NYS Governor Andrew Cuomo.

ALBANY, N.Y.—Gov. Andrew Cuomo on Jan. 1 quietly vetoed a bill that would have allowed workers to put liens on the property of employers they’ve accused of wage theft.

The Securing Wages Earned Against Theft (SWEAT) bill, passed by the state Legislature last June, would have established an “employee’s lien” to parallel the “mechanic’s lien” that a landscaper or construction contractor can put on the property of homeowners who haven’t paid their bills. That would have enabled workers who have filed wage-theft allegations to freeze their employers’ assets while their claims are pending, “to ensure the money is there when the case is over,” state Sen. Jessica Ramos (D-Queens) and Assemblymember Linda B. Rosenthal (D-Manhattan), the bill’s lead sponsors, said in a joint statement Jan. 1. The 10 largest shareholders (or those with the 10 largest ownership interests) of a business would have been personally liable, and the state Department of Labor and Attorney General’s office would have also been able to seek liens.

Gov. Cuomo’s veto message said that he supported the legislation’s intent “wholeheartedly,” but he objected that it would allow workers or the state to put a lien on employers’ property before the courts or state agencies had issued a judgment against them. He suggested that would be considered “inadequate due process.” He also said the bill “creates a broad definition of ‘employer’ that includes business entities, owners, and lower-level managers and subordinates.”

“Along with a diverse coalition of more than 100 advocacy organizations and workers, and after years of hard work, we are deeply disappointed by the veto of the SWEAT Bill,” Ramos and Rosenthal said. “This veto hurts the thousands of workers who have been left holding the bag.”

Supporters of the bill argue that putting liens on employers’ property before claims are resolved is essential to ensure that workers who win back pay are actually able to collect it. Ramos and Rosenthal wrote last year that the legislation was necessary because “in too many instances, exploitative employers dissipate their assets or dissolve their business to avoid paying wages they owe to their employees,” and that by the time workers are awarded a judgment, “there are few, if any, assets to be found.”

“The problem is how easy it is for employers to transfer assets under current law,” Flushing Workers Center organizer Sarah Ahn told LaborPress. “If we didn’t have this problem, we wouldn’t have drafted a bill.”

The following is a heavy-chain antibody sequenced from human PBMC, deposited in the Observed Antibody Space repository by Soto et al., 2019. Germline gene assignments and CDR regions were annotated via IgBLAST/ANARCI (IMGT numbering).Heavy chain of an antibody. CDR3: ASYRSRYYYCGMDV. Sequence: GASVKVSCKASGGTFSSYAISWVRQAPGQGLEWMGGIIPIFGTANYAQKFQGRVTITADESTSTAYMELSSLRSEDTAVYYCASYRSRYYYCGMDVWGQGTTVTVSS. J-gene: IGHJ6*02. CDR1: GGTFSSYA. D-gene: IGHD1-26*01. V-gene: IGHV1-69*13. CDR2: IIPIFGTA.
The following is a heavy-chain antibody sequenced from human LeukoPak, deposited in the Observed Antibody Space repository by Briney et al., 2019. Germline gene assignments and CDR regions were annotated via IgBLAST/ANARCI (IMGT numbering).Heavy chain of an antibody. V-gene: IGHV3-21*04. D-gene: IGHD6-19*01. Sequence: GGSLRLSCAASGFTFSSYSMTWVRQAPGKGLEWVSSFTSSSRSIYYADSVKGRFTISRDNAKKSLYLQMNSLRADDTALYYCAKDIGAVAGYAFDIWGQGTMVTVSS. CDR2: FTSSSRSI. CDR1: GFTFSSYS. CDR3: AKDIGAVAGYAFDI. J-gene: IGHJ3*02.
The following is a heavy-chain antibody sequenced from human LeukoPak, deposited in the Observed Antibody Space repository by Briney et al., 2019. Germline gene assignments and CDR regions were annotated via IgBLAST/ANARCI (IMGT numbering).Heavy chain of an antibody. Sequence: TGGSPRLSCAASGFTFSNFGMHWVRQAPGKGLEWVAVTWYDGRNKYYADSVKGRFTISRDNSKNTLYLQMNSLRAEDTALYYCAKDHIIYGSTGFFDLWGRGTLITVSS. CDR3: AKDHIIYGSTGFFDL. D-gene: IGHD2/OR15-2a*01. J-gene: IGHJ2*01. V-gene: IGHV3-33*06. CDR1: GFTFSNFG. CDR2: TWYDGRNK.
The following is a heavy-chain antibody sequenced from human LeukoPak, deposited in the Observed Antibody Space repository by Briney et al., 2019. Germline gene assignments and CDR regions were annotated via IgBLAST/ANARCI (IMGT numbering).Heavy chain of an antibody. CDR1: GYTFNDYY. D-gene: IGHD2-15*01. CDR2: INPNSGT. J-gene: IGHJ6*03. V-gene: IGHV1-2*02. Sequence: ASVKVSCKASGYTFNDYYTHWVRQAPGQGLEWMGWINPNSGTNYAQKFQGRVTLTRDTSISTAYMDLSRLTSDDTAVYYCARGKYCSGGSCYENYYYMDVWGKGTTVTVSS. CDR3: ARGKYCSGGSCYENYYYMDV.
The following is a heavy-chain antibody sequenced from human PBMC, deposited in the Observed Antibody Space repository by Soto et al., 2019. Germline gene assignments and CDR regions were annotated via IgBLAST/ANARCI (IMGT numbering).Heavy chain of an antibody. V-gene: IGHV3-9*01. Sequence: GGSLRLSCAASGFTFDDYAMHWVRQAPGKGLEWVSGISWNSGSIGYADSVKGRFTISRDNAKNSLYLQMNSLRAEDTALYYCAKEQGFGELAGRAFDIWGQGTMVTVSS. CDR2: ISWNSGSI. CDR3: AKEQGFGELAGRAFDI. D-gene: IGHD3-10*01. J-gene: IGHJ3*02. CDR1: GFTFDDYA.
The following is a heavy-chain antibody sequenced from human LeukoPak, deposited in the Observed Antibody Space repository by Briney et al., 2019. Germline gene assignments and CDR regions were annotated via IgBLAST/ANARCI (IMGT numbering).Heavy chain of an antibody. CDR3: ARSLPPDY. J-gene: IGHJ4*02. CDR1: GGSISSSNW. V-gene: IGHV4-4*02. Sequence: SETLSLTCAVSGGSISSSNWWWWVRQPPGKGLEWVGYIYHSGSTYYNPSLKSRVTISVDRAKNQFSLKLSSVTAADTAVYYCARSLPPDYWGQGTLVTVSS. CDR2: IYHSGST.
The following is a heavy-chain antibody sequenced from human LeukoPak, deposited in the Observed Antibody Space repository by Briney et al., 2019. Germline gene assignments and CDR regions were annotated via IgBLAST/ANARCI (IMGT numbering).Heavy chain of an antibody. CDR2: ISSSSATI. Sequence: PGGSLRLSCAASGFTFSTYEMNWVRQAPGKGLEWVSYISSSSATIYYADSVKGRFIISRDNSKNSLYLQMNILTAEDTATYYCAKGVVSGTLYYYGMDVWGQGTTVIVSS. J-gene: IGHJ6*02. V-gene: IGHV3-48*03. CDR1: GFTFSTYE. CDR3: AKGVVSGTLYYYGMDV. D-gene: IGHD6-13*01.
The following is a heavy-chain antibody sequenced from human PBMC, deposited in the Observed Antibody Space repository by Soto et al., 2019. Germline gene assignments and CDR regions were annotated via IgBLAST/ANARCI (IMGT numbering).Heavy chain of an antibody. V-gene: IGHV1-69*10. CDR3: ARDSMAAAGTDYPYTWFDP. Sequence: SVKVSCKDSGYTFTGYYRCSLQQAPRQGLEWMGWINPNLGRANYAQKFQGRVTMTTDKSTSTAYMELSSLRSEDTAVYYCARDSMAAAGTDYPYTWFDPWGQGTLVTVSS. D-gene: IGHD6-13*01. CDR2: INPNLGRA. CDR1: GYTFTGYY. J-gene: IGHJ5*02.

At the Indus Valley restaurant on the Upper West Side, a group of about 10 delivery workers whose employer had paid them less than minimum wage and stolen their tips won $700,000 in 2015. But the owner changed the name of the restaurant to Manhattan Valley, and the workers only collected $110,000. The only reason they got even that, former deliveryman Solomon Perez told LaborPress at a rally outside the governor’s Manhattan offices Nov. 20, was because the “supposed new owner” owed money to the old owner, so the judge had him pay it to the workers instead.

In another case, the owners of a Chinatown restaurant where workers had won a wage-theft judgment transferred their assets and reopened under a new name, former waiter Jinming Vincent Cao told the Nov. 20 rally. The workers got nothing. “They don’t even run away,” Cao added. “We see them walking around Chinatown.”

Cuomo’s veto message echoed the National Federation of Independent Businesses’ arguments. “This legislation puts in place a presumption of guilt on employers as employees would be allowed to put liens on personal or company property on a mere claim of wage and hour violations,” the small-business lobby told its members last June.“The bill also expands the definition of employer to include many parties who have no control over pay practices.” 

The NFIB also argued that the bill was unnecessary because there already are state and federal statutes to address wage and hour violations. 

Only one other state, Wisconsin, allows wage-theft liens against employers “based solely on allegations, rather than a finding of liability,” the “preventive labor relations” law firm Jackson Lewis wrote in June.

Ahn calls those arguments “fake.” The employees’ lien is modeled on the mechanics’ lien, “which has existed for centuries,” she says. “There is judicial review. It just flips what comes first.”

The bill would have held workers who file fraudulent charges liable for the defendants’ legal costs, she added. 

“We really feel that he’s failed working people,” she said of Cuomo. “We crafted this very carefully from the experiences of workers on the ground. We know the obstacles they face.”

The Senate’s 42-20 vote to pass the bill had the two-thirds majority needed to override a veto, but the Assembly’s 87-58 approval was not. Ramos and Rosenthal said they and the SWEAT Coalition are “resolved to continue fighting in 2020.”


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